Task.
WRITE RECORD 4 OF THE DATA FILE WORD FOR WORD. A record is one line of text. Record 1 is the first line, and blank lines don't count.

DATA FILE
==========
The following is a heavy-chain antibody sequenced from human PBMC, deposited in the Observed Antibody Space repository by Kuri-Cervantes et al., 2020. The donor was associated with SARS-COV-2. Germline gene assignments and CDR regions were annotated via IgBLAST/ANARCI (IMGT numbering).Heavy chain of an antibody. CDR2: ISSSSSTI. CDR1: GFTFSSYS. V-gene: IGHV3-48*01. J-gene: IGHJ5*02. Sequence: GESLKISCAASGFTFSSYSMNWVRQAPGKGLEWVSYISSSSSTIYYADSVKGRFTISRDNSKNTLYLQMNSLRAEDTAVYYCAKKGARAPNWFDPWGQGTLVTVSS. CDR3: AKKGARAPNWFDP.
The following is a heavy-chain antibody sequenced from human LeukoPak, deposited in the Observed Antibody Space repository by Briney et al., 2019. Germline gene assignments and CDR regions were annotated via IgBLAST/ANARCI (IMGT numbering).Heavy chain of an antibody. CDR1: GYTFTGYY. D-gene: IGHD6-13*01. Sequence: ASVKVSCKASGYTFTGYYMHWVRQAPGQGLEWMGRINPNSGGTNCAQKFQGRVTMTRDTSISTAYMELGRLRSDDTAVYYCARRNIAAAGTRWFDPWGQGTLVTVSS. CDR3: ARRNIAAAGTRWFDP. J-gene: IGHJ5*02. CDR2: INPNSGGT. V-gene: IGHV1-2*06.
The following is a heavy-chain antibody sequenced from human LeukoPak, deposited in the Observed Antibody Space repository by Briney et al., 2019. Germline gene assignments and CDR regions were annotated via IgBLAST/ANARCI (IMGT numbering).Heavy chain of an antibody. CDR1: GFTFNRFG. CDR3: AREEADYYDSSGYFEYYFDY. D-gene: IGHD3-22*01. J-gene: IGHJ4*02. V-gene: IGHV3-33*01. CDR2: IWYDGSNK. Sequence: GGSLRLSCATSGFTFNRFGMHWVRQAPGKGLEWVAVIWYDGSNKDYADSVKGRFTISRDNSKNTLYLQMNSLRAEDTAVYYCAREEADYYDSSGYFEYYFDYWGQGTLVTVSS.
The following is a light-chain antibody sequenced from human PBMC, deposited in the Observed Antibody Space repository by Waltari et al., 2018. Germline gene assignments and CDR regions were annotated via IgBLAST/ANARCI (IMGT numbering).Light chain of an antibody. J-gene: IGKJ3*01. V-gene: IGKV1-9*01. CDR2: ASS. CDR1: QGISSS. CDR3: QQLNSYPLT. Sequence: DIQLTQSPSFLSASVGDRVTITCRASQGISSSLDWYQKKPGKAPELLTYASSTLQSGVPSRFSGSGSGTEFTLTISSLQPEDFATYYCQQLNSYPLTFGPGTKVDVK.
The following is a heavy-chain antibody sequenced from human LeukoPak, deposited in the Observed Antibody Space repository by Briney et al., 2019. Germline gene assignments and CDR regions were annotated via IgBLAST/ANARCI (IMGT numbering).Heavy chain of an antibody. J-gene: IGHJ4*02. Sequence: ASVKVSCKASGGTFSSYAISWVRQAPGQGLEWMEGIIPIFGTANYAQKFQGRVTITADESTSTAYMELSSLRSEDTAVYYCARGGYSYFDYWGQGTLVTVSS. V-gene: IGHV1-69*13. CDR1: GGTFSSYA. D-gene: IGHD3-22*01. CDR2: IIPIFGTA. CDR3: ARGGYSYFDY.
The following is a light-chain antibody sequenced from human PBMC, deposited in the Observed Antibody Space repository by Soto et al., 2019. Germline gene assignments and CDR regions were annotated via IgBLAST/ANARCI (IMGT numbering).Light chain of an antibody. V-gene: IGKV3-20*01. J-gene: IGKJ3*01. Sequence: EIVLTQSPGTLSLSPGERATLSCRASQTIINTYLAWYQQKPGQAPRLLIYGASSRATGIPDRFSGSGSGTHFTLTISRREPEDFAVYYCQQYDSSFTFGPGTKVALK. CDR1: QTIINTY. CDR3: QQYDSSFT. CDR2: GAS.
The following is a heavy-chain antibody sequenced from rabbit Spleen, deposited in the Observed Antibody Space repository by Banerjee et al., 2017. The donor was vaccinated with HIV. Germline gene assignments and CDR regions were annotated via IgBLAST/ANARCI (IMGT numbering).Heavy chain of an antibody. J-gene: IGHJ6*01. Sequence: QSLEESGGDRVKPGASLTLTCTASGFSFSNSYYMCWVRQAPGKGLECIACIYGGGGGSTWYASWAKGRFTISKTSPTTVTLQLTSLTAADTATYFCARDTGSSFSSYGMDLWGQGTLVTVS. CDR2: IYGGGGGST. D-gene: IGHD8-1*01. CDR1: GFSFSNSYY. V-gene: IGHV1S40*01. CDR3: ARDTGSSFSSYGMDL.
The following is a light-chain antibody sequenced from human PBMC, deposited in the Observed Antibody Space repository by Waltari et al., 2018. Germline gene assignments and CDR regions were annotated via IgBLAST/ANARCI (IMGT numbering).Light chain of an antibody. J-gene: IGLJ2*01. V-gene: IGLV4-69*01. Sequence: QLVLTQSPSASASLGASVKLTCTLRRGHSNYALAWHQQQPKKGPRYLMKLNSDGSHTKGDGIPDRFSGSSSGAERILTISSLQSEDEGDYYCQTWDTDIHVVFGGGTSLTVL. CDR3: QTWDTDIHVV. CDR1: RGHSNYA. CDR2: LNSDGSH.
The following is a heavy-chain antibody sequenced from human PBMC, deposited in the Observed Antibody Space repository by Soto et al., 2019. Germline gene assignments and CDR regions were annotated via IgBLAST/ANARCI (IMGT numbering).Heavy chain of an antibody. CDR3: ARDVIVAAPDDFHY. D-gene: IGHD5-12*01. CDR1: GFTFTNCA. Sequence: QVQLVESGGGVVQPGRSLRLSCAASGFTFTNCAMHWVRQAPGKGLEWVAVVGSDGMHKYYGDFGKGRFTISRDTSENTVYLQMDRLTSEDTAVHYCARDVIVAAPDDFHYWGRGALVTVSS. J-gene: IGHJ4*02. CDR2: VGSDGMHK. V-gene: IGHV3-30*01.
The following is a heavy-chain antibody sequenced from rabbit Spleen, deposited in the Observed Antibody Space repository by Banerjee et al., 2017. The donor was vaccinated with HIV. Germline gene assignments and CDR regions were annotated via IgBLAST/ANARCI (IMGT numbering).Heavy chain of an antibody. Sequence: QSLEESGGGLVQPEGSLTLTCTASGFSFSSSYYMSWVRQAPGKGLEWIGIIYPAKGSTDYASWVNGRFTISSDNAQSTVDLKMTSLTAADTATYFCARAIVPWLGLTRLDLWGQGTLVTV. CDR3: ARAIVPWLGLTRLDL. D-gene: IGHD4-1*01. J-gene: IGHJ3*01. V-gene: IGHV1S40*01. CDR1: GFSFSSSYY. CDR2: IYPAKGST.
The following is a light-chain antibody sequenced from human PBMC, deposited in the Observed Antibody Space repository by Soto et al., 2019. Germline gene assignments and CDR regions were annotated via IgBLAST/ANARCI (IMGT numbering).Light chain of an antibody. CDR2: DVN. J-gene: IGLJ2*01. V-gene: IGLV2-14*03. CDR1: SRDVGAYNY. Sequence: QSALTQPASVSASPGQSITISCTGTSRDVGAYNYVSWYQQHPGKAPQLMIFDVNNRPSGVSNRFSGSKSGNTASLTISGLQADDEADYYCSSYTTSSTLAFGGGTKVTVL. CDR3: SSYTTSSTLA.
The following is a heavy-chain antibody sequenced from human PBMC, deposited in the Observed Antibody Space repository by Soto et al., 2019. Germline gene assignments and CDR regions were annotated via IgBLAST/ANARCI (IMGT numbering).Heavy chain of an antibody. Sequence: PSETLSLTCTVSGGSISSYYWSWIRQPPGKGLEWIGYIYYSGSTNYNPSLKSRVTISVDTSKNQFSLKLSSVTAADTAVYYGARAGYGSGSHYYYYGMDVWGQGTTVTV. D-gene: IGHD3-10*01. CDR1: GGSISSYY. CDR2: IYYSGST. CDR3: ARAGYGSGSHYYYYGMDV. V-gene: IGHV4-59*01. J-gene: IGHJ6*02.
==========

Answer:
The following is a light-chain antibody sequenced from human PBMC, deposited in the Observed Antibody Space repository by Waltari et al., 2018. Germline gene assignments and CDR regions were annotated via IgBLAST/ANARCI (IMGT numbering).Light chain of an antibody. J-gene: IGKJ3*01. V-gene: IGKV1-9*01. CDR2: ASS. CDR1: QGISSS. CDR3: QQLNSYPLT. Sequence: DIQLTQSPSFLSASVGDRVTITCRASQGISSSLDWYQKKPGKAPELLTYASSTLQSGVPSRFSGSGSGTEFTLTISSLQPEDFATYYCQQLNSYPLTFGPGTKVDVK.